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Emerging targets for the treatment of obesity and diabetes: The identification of new targets for obesity therapeutics represents a key priority for the pharmaceutical industry. This has been driven by the large and growing numbers of obese individuals around the world, the high incidence of serious co-morbidities such as insulin resistance and diabetes, and a market predicted to reach $3.7 billion by 2008. Obesity occurs when calorific intake exceeds energy expenditure. LeadDiscovery has recently analyzed two emerging anti-obesity targets, ghrelin which regulates food intake (click here for more), and the retinoids which also plays a role in both food intake as well as energy expenditure (click here for more). Leptin has also received considerable interest with respect to obesity. Leptin is released into the blood from fat cells and circulates to the brain where it crosses the blood-brain barrier to act at receptors within the central nervous system. Leptin inhibits food intake, reduces body weight and stimulates energy expenditure. Leptin expression increases after food intake and decreases during fasting. Reduced expression has been shown to evoke insulin resistance, while a leptin agonist has recently been shown to not only reduce body weight and glucose levels in obese animals but also to increase insulin sensitivity. Despite the promise that leptin agonists may have for the treatment of both diabetes and obesity, such molecules have only met with limited success in clinical trials. This lack of effect has been suggested to result from the development of leptin resistance. Various different mechanisms of leptin resistance have been proposed including a defect in the transport of leptin across the blood-brain barrier. This suggests that strategies that may increase hypothalmic leptin expression may overcome resistance and hence reduce obesity. University of Florida researchers have recently confirmed this hypothesis by showing that gene transfer of the leptin gene into the brain prevented aging-associated increase in body weight and adiposity in adult rats for 6 months of the experiment. In addition, obesity was prevented in rats introduced to a high-fat diet and also reversed in obese-prone rats maintained on a high-fat diet. Body weight homeostasis and loss of adiposity by leptin gene therapy was achieved by an increase in energy expenditure, and a voluntary reduction in food intake was also reported. Importantly, this therapy reduced blood levels of insulin, triglycerides and free fatty acids, the pathophysiologic correlates of insulin resistance. This study therefore makes the important conclusion that developing strategies to increase leptin levels in the brain could offer a diabetes/obesity treatment option [more on these findings]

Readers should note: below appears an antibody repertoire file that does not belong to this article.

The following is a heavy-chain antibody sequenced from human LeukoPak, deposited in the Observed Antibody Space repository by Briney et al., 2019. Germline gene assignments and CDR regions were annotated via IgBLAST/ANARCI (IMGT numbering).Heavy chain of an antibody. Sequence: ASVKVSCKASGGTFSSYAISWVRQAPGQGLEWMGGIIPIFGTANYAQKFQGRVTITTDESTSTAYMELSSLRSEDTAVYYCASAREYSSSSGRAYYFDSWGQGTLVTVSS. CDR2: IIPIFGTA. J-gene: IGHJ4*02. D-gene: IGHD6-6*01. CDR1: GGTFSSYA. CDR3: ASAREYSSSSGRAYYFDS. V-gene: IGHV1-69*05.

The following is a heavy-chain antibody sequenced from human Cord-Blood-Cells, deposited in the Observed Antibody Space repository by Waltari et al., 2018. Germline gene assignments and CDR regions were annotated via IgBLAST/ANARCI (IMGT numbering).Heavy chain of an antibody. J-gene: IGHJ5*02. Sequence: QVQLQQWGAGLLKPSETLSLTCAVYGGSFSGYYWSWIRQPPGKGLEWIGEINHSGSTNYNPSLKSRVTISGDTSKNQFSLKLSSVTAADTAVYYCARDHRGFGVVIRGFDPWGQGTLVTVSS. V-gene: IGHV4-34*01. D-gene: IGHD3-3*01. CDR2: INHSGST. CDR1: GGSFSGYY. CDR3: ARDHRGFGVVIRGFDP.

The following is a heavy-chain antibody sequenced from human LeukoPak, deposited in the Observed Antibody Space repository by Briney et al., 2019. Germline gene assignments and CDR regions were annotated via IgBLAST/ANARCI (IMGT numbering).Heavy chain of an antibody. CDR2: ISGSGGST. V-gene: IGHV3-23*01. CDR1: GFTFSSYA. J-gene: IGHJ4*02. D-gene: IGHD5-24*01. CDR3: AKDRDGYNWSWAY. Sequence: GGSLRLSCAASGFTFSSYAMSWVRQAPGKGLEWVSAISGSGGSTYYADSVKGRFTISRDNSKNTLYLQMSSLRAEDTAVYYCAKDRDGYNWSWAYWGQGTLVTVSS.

A second therapeutic target for the treatment of insulin resistance is glycogen synthase kinase-3 (GSK-3). A recent report produced by LeadDiscovery analysts under the editorial guidance of field-leader, Dr Hagit Eldar-Finkelman, offers a state of the art overview of GSK-3 analyzing the therapeutic role of inhibitors of this enzyme (click here for access). The support for targeting GSK-3 as a treatment of diabetes arises from the ability of this enzyme to negatively regulate several aspects of insulin signaling, and elevated levels of GSK-3 have been reported in skeletal muscle from diabetic rodents and humans. Glycogen synthase appears to be the rate-limiting step for glycogen synthesis, at least in the liver, and it has been shown that GSK-3 inhibition increases liver glycogen synthesis. This improved glucose handling in Zucker diabetic fatty rats, lowering fasting hyperglycemia. Likewise GSK-3 inhibitors stimulated glucose incorporation into glycogen in cultured human skeletal muscle cells. GSK-3 has also been shown to phosphorylate IRS-1, which in turn attenuates insulin signaling however a limited amount of information is available regarding the utility of highly selective inhibitors of GSK-3 for the modification of insulin action under conditions of insulin resistance. Researchers at Chiron, who have developed the field-leading GSK-3 inhibitors CT98014 and CHIR98023 researchers have recently demonstrated that their molecules activate glycogen synthase in cultured CHO cells transfected with the insulin receptor; in primary hepatocytes; and in isolated type 1 skeletal muscle of both lean Zucker and ZDF rats. Of note, these GSK-3 inhibitors enhanced insulin-stimulated glucose transport in type 1 skeletal muscle from the insulin-resistant ZDF rats but not from insulin-sensitive lean Zucker rats. Single oral or subcutaneous doses of the inhibitors rapidly lowered blood glucose levels and improved glucose disposal after oral or intravenous glucose challenges in ZDF rats and db/db mice, without causing hypoglycemia or markedly elevating insulin. Collectively, these results represent a major advance in the development of GSK-3 inhibitors for the treatment of the insulin resistance of type 2 diabetes. Not only do these results offer further convincing evidence relating to the concept of developing GSK-3 inhibitors for this condition but they also strongly support the further development of Chiron’s therapeutic candidates [more on these findings]